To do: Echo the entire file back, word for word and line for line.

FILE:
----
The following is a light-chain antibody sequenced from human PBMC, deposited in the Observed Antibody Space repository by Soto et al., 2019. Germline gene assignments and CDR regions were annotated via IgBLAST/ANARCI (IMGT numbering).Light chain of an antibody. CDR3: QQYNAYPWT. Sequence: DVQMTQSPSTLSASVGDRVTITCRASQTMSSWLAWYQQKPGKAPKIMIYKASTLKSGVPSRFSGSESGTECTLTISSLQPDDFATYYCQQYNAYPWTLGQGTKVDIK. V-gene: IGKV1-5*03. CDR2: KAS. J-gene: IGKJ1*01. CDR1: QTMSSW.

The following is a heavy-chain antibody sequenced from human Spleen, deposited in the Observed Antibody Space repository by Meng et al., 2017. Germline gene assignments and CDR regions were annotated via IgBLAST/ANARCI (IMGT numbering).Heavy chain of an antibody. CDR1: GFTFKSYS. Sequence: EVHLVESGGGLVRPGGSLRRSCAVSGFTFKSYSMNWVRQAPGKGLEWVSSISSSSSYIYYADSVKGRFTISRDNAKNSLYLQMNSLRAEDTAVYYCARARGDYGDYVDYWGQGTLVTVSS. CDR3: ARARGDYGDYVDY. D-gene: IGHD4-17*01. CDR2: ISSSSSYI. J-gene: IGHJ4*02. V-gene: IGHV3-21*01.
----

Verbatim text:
The following is a light-chain antibody sequenced from human PBMC, deposited in the Observed Antibody Space repository by Soto et al., 2019. Germline gene assignments and CDR regions were annotated via IgBLAST/ANARCI (IMGT numbering).Light chain of an antibody. CDR3: QQYNAYPWT. Sequence: DVQMTQSPSTLSASVGDRVTITCRASQTMSSWLAWYQQKPGKAPKIMIYKASTLKSGVPSRFSGSESGTECTLTISSLQPDDFATYYCQQYNAYPWTLGQGTKVDIK. V-gene: IGKV1-5*03. CDR2: KAS. J-gene: IGKJ1*01. CDR1: QTMSSW.

The following is a heavy-chain antibody sequenced from human Spleen, deposited in the Observed Antibody Space repository by Meng et al., 2017. Germline gene assignments and CDR regions were annotated via IgBLAST/ANARCI (IMGT numbering).Heavy chain of an antibody. CDR1: GFTFKSYS. Sequence: EVHLVESGGGLVRPGGSLRRSCAVSGFTFKSYSMNWVRQAPGKGLEWVSSISSSSSYIYYADSVKGRFTISRDNAKNSLYLQMNSLRAEDTAVYYCARARGDYGDYVDYWGQGTLVTVSS. CDR3: ARARGDYGDYVDY. D-gene: IGHD4-17*01. CDR2: ISSSSSYI. J-gene: IGHJ4*02. V-gene: IGHV3-21*01.